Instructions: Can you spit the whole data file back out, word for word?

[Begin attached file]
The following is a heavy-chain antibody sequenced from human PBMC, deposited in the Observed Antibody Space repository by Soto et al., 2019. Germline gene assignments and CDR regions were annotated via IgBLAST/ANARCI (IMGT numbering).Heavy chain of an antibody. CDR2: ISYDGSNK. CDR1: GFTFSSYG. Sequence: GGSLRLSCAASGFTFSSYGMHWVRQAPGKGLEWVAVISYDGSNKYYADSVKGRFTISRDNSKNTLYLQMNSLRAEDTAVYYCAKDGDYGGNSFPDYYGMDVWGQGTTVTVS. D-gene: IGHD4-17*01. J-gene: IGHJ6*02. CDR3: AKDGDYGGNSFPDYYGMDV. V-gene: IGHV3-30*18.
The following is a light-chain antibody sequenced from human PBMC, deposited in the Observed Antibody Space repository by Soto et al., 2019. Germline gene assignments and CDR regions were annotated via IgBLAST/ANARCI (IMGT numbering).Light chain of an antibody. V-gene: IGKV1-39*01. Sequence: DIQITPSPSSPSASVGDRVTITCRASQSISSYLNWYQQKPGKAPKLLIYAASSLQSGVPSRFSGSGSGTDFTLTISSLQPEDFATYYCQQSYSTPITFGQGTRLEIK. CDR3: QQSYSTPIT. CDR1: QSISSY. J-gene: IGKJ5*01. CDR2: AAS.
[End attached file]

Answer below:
The following is a heavy-chain antibody sequenced from human PBMC, deposited in the Observed Antibody Space repository by Soto et al., 2019. Germline gene assignments and CDR regions were annotated via IgBLAST/ANARCI (IMGT numbering).Heavy chain of an antibody. CDR2: ISYDGSNK. CDR1: GFTFSSYG. Sequence: GGSLRLSCAASGFTFSSYGMHWVRQAPGKGLEWVAVISYDGSNKYYADSVKGRFTISRDNSKNTLYLQMNSLRAEDTAVYYCAKDGDYGGNSFPDYYGMDVWGQGTTVTVS. D-gene: IGHD4-17*01. J-gene: IGHJ6*02. CDR3: AKDGDYGGNSFPDYYGMDV. V-gene: IGHV3-30*18.
The following is a light-chain antibody sequenced from human PBMC, deposited in the Observed Antibody Space repository by Soto et al., 2019. Germline gene assignments and CDR regions were annotated via IgBLAST/ANARCI (IMGT numbering).Light chain of an antibody. V-gene: IGKV1-39*01. Sequence: DIQITPSPSSPSASVGDRVTITCRASQSISSYLNWYQQKPGKAPKLLIYAASSLQSGVPSRFSGSGSGTDFTLTISSLQPEDFATYYCQQSYSTPITFGQGTRLEIK. CDR3: QQSYSTPIT. CDR1: QSISSY. J-gene: IGKJ5*01. CDR2: AAS.